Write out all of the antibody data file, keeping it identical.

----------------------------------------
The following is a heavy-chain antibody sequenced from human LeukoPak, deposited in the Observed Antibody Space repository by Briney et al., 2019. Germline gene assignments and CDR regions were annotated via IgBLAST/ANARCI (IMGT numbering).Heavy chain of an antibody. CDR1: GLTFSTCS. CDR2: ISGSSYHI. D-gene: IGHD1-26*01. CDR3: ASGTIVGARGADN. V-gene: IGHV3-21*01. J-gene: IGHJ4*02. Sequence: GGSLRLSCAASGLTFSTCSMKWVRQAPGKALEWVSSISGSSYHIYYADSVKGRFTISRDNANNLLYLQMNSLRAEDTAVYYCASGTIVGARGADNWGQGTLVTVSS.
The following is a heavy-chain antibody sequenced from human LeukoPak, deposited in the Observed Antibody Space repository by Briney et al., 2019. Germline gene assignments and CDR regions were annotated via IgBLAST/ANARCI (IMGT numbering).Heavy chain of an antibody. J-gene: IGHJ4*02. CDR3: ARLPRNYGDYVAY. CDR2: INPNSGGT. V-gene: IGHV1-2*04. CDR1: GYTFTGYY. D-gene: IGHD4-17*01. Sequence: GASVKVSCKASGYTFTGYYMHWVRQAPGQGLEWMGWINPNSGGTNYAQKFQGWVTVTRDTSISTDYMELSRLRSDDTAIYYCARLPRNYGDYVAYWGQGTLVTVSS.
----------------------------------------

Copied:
The following is a heavy-chain antibody sequenced from human LeukoPak, deposited in the Observed Antibody Space repository by Briney et al., 2019. Germline gene assignments and CDR regions were annotated via IgBLAST/ANARCI (IMGT numbering).Heavy chain of an antibody. CDR1: GLTFSTCS. CDR2: ISGSSYHI. D-gene: IGHD1-26*01. CDR3: ASGTIVGARGADN. V-gene: IGHV3-21*01. J-gene: IGHJ4*02. Sequence: GGSLRLSCAASGLTFSTCSMKWVRQAPGKALEWVSSISGSSYHIYYADSVKGRFTISRDNANNLLYLQMNSLRAEDTAVYYCASGTIVGARGADNWGQGTLVTVSS.
The following is a heavy-chain antibody sequenced from human LeukoPak, deposited in the Observed Antibody Space repository by Briney et al., 2019. Germline gene assignments and CDR regions were annotated via IgBLAST/ANARCI (IMGT numbering).Heavy chain of an antibody. J-gene: IGHJ4*02. CDR3: ARLPRNYGDYVAY. CDR2: INPNSGGT. V-gene: IGHV1-2*04. CDR1: GYTFTGYY. D-gene: IGHD4-17*01. Sequence: GASVKVSCKASGYTFTGYYMHWVRQAPGQGLEWMGWINPNSGGTNYAQKFQGWVTVTRDTSISTDYMELSRLRSDDTAIYYCARLPRNYGDYVAYWGQGTLVTVSS.